This 2 Million Minutes blog post is right on the money. It contains a clip of the middle-class protest song “Mad in America,” and explains why the ideas embodied in the song are false. (I didn’t know there even was such a thing as a middle-class protest song. If you want to learn more, the lyrics, as well as commentary from activists, are here.)
“Mad in America” tells the story of a hardworking baker who moved to the United States for employment opportunities several decades ago. Now, his grandchildren are losing their jobs because businesses are hiring Asians who will work for less.
Bob Compton of 2 Million Minutes reacts:
Lacking an understanding of how competitive advantages must be upgraded over time with more education, constant innovation and personal creativity, the song simply laments reality – that ideas, jobs and capital are mobile.
And while that mobility is more pronounced now because of computers, cell phones, and the Internet, it has always been there. After all, the baker in the song didn’t stay in his native Finland — he came to America, where he competed with Americans and earned a low wage! The opening of the song undermines its message. “Mad in America” implies that it’s bad for jobs to go offshore, while immigration to the United States is fine. The website with the lyrics further emphasizes that its campaign is not about U.S. immigration policy. But what does it matter whether the competition comes to your job or your job goes to the competition? Either way, if someone is willing to do your work for less money, you’re in trouble.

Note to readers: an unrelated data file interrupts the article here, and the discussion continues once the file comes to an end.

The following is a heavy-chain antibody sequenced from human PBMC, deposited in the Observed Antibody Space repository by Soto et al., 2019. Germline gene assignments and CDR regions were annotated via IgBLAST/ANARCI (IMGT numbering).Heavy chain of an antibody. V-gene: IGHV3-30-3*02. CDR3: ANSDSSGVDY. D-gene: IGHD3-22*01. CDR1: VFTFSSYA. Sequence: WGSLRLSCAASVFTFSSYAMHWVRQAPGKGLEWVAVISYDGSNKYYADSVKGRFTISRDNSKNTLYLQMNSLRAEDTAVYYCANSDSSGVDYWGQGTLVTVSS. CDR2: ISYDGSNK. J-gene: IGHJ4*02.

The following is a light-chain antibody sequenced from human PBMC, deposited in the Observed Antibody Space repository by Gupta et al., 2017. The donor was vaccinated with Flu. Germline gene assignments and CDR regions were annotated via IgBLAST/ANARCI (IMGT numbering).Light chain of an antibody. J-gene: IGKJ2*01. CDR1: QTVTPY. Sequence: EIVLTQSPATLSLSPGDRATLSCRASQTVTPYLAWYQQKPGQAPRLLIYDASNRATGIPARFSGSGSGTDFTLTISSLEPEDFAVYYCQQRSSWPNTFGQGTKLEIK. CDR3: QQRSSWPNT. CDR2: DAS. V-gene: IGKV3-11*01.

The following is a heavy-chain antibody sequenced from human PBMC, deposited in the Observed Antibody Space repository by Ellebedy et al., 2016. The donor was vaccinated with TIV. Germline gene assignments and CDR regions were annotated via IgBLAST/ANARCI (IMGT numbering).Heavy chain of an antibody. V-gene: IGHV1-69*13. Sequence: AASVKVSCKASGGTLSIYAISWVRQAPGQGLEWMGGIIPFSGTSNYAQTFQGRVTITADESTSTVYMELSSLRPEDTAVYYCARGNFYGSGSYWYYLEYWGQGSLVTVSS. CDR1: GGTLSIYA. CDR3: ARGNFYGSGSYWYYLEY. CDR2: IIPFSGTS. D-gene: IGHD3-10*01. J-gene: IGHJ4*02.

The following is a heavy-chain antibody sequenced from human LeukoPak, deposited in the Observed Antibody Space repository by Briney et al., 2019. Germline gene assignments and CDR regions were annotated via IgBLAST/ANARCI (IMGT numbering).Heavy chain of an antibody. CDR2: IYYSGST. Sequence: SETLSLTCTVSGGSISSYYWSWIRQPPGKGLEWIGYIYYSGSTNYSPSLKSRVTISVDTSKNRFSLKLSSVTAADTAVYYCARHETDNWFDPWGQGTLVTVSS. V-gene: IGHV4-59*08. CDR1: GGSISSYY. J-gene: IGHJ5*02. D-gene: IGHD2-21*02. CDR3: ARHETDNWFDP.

It should be noted that workers can avoid this problem to some extent if they do a better job than anyone else. I realize this may not be quite so inspirational as A Message to Garcia, but for example, Delta decided to bring its customer service back to the United States because customers had trouble communicating with Indians. Businesses look at more than dollar amounts when they make decisions; they also care about quality. Of course, in a bad recession, even the best workers suffer. To quote General Electric CEO Jeff Immelt, “We are living through history, and I don’t mean that in a positive sense.”
I love Compton’s post, but I’m confused by one of his comments. He contrasts the U.S. economy of a century ago with the economy today:
We were the cheap laborers with the strong work ethic, the desire for a better life for our children, the commitment to building schools for compulsory education.
We still have compulsory education, and it hasn’t prevented the outsourcing problem. In fact, 2 Million Minutes is constantly pointing out our education system’s failures.
That quibble aside, it’s a great post and I highly recommend reading it.